What Your SEO Provider Should Be Doing (But Probably Isn't)

April 30, 2018

By JoAnna Dettmann, Kaysha Hanock

PureSolution/Shutterstock.com

An online economy that depends heavily on search, along with the complexity of search engines and digital tools, has led to a flood of SEO firms and freelancers. Given that the industry is complex and ever-changing, the quality of these providers varies widely. Some are legitimate experts, while others are offering the service to expand their offerings without really knowing what they are doing.

Worse, an SEO provider could be using shady SEO techniques without you knowing it, which puts your site in danger of being blacklisted by Google. That would mean losing all of your current search traffic and having to rebuild your ranking from nothing. So being able to spot the real experts from the pretenders is critical, not only for maximizing results but for minimizing harm to your brand.

How can you know, then, which is which? More importantly, what should your current provider be doing if they are, in fact, a legitimate SEO specialist? As a general guideline, any firm worth their salt should:

 

Say "No" Sometimes

If an SEO provider or agency says "yes" to everything you want, chances are good the dollar signs are flashing before their eyes. A reputable SEO firm, on the other hand, will want to provide the right services to match your goals, industry, and audiences. For example, if it's not clear that PPC ads will drive results, they should not recommend PPC just to make money off of you.

 

Not Provide a Timeline

Be wary of providers that promise results according to a specific timeline. The truth is that the success of digital strategies depends heavily on what the competition is doing, and on what search engines are doing. Experts know this, and so offer a process to refine and test practices — they almost never promise specific outcomes within a given time frame.

 

Provide Regular Reporting and Transparency

Do you know what your SEO provider is doing, and why they are doing it? What metrics are they using to measure success? How do they know when to change tactics? If they are not being completely transparent about these things, it's a big red flag.

The industry has matured enough that true experts no longer simply measure website traffic or social media likes. There are a number of metrics that can be used to track, diagnose, and tweak a digital strategy. For example:

Traffic SourcesUser BehaviorSearch Engine Rankings
Site traffic broken down by segment
(organic search, paid search, social media referrals, etc.)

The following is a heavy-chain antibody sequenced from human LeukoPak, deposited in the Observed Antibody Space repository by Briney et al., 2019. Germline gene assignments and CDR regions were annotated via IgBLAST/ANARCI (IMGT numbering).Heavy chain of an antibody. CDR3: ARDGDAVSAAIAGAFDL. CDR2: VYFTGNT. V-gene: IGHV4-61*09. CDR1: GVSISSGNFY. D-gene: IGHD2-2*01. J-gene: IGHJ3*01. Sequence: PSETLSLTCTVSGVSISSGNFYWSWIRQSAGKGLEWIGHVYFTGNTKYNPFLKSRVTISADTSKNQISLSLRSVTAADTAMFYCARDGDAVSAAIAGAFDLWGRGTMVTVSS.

Average time on site Rankings by search engine
  Pages per visit Number of listings by position
  Top viewed pages Average listing position by search engine
Site traffic coming from particular search engines Top exit pages Number of unique keywords
    Rankings compared to traffic
    Specific keyword rankings
Display Certified Google Partner Status

Being a certified Google Partner is something earned: A person must complete courses and pass several tests to gain individual qualification, and their agency has to meet some strict requirements to become a Google Partner. Being a partner means the agency has achieved a (globally recognized) level of expertise in Google advertising and demonstrated excellent customer service. It is a signal to the world that the agency knows how to use Google's tools to the fullest and optimize campaigns for actual results.

 

Ask About Your Goals

A good agency will not try to force you into a one-size-fits-all solution. Nor will they start the conversation talking about tactical goals like website traffic or social media likes. No, a good agency starts with your overall business plan and marketing goals and works backward from those to create a digital strategy to support them.

 

Ask About Your Digital History

When SEO is done incorrectly, it can damage your search visibility, as well as your brand. The first step in any engagement with a digital marketing firm should be to discover what damage has been done (if any) and start by repairing or reversing that damage (if possible). Again, if your agency isn't asking about your history, they are probably trying to sell you a package of services you might not need.

 

Do a Competitor Analysis

Understanding the online competition is crucial to the success of any digital strategy, especially when it comes to SEO. Your agency should want to understand the competition's SEO strategy, their SEO tactics, and their level of success. They should be looking not only at your known competitors, but at any website ranking for the keyword phrases you are targeting. This is the only way to determine what works in your industry, and what results to expect.

 

What If They Are Not Doing These Things?

If your agency is not doing all of these things, it's a red flag. It takes months to enhance a website's SEO — and mere hours to destroy it. With those kinds of stakes on the line, neither optimizing a website nor implementing a digital strategy should be left to amateurs.

Look for a reputable company and vet that company responsibly; SEO done well takes time, expertise, and experience.

 

Kaysha Hanock and JoAnna Dettmann are co-founders of tSunela (@tsunela), a digital marketing firm that specializes in search engine optimization, mobile search marketing, paid search marketing, local search optimization, web analytics, and social media marketing.

 


The views and opinions expressed in Marketing Maestros are solely those of the contributor and do not necessarily reflect the official position of the ANA or imply endorsement from the ANA.

 


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